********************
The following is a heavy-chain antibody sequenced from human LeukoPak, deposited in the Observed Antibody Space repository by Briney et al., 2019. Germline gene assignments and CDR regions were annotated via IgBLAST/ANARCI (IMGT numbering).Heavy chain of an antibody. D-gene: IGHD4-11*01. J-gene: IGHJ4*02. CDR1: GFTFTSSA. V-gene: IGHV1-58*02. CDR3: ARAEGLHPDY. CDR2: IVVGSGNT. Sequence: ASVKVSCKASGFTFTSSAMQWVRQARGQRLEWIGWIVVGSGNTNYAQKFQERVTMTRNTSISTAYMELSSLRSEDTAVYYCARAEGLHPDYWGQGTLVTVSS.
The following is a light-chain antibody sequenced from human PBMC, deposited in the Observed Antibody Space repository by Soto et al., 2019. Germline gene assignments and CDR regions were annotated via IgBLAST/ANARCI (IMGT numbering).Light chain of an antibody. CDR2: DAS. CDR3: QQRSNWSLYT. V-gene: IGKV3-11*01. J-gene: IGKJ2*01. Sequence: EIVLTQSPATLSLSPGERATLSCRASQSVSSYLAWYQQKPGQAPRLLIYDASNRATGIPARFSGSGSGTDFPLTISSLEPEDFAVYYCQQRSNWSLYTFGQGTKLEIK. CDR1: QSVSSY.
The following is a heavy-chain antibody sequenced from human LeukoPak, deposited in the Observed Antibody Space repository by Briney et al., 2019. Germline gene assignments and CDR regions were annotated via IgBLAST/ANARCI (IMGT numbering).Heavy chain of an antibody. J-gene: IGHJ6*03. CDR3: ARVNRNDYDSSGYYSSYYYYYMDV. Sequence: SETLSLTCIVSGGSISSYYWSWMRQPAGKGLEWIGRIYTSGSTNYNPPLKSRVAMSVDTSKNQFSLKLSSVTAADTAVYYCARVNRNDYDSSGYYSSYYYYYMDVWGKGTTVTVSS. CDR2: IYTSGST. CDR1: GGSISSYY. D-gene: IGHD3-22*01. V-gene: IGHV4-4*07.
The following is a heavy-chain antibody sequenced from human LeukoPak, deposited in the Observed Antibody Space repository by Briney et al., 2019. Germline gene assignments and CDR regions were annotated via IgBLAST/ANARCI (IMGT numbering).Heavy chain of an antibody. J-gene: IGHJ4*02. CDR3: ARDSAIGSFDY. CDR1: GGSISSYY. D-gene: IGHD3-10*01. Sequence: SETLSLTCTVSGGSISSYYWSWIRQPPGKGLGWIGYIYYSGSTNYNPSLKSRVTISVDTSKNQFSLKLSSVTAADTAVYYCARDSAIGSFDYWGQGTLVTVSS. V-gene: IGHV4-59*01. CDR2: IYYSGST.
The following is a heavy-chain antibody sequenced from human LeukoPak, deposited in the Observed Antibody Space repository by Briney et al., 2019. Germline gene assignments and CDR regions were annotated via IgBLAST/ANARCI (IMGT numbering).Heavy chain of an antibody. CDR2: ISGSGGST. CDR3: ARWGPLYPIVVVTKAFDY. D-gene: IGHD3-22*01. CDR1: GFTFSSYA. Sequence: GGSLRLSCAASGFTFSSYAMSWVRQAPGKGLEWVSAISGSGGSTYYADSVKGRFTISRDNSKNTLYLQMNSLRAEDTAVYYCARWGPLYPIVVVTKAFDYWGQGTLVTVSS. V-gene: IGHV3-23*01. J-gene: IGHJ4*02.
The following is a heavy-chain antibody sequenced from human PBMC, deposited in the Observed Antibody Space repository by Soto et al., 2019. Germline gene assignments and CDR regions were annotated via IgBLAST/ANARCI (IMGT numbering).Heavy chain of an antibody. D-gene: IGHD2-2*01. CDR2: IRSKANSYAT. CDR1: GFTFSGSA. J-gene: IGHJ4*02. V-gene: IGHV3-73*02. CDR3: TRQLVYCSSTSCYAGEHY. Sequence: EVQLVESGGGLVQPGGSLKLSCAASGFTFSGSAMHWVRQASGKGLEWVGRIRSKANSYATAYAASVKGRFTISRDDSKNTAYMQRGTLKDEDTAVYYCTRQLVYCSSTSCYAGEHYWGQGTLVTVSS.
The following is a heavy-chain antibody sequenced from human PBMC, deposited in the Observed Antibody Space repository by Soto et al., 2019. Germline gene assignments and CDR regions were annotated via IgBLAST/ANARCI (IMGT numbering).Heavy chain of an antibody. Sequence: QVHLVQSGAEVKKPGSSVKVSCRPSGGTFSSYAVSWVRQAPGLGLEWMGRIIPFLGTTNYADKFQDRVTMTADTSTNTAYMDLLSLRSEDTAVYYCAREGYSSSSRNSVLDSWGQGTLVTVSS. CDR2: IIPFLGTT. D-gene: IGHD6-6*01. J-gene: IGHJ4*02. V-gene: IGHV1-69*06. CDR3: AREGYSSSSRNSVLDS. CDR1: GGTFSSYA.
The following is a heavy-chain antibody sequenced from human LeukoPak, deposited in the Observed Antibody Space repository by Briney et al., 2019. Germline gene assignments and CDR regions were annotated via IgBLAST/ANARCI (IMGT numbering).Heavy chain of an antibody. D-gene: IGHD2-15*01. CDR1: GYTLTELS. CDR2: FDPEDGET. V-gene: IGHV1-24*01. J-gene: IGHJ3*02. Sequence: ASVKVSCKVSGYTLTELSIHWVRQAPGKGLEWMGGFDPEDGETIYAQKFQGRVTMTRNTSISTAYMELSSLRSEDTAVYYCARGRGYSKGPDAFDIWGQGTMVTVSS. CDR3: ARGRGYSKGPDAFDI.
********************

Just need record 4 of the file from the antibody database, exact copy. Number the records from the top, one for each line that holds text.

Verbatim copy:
The following is a heavy-chain antibody sequenced from human LeukoPak, deposited in the Observed Antibody Space repository by Briney et al., 2019. Germline gene assignments and CDR regions were annotated via IgBLAST/ANARCI (IMGT numbering).Heavy chain of an antibody. J-gene: IGHJ4*02. CDR3: ARDSAIGSFDY. CDR1: GGSISSYY. D-gene: IGHD3-10*01. Sequence: SETLSLTCTVSGGSISSYYWSWIRQPPGKGLGWIGYIYYSGSTNYNPSLKSRVTISVDTSKNQFSLKLSSVTAADTAVYYCARDSAIGSFDYWGQGTLVTVSS. V-gene: IGHV4-59*01. CDR2: IYYSGST.